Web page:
Track One: I Heard It Through the Grapevine

I had been working late, coming home on the 605 Freeway, listening to SNAP (an alternative music program) on public radio station KCRW. The host, Deirdre O-Donahue, had just returned from a roots-finding mission in Ireland. She was raving about a book she had picked up there about an imaginary rock band called The Committments. She mentioned the author–was that Paddy Doyle? My car radio didn’t pick up KCRW in Santa Monica very well. I thought, I’ll call her and get the author’s name when I get home.

Of course, like most radio stations, the line was busy.

Track Two: Mercy, Mercy Me (The Ecology)

Now, I had been doing my own roots-finding through Irish music as well. It started with The Waterboys, but then I found the Pogues used, then blossomed into fruition when someone sold their entire Van Morrison collection to the used CD store. Buying used CDs is smart. Not only is it good for the environment–used CDs don’t have longboxes and buying one is a bit like recycling–but it is usually cheaper than a new CD and a higher profit item for the store compared to a new CD, otherwise known as a win-win situation. Independent CD stores are like independent bookstores; since they can’t compete with the discounts that the chains are able to get, they usually carry a wider selection and have used bins. So, within the space of about two months, I had 15 CDs of great Irish growling. This book called The Committments, about an Irish rock band of the same name, sounded like just my thing.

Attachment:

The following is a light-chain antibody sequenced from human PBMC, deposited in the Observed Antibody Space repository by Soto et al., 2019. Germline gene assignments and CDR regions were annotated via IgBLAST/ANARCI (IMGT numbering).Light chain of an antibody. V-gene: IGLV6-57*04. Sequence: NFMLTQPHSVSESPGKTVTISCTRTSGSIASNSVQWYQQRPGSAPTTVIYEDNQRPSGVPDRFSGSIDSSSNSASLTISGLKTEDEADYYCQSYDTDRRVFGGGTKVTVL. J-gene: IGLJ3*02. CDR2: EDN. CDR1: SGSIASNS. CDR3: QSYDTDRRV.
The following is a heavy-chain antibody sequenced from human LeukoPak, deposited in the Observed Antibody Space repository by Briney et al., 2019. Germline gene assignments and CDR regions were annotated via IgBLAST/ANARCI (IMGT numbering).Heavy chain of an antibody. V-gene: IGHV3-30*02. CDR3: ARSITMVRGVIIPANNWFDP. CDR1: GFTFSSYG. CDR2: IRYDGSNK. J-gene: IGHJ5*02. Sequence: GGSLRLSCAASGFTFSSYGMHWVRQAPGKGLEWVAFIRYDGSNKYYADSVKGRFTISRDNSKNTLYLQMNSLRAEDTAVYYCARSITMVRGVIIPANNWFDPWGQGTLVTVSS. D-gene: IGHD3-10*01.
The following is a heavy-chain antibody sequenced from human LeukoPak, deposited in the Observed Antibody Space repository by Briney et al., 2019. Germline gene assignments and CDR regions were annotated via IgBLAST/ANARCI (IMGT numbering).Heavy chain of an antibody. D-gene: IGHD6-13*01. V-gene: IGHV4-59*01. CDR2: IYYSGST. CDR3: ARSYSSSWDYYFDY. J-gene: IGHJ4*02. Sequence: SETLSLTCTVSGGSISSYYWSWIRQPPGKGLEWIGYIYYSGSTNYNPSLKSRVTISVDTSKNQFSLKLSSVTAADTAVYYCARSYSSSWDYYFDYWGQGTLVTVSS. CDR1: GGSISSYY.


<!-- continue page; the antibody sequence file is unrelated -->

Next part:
Track Three: Land of 1,000 Dances

Books and stories about rock music have always interested me, especially if they have a twist. My friend Jim Cappio can’t stand this “subgenre” and you may share his opinion, but to each his own.

There’s been some good work done this way, like (in order of recommendation):

  • The Armageddon Rag by George R.R. Martin, about the fictional Nazgul
  • This is Spinal Tap (movie, album, way of life)
  • “Flying Saucer Rock and Roll” by Howard Waldrop, about the fictional Kool-Tones
  • “Touring” by Gardner Dozois, Jack Dann, and Michael Swanwick, about Buddy Holly, Janis Joplin, and the Big Bopper
  • Espedair Street by Iain Banks, about the fictional pop band Frozen Gold
  • The Kill Riff by David J. Schow, about the fictional heavy metal bands Whip Hand, ‘Gasm, and Electric Shock
  • The Scream by John Skipp and Craig Spector, about the demon band of the same name.

Track Four: I Found a Love

Jill and I just moved to Colorado–Jill to return to college, me to get out of the smog. Unfortunately, I had to return to LA after we had completed the move to train my replacement for the job I left. (Well, the money was nice, too.)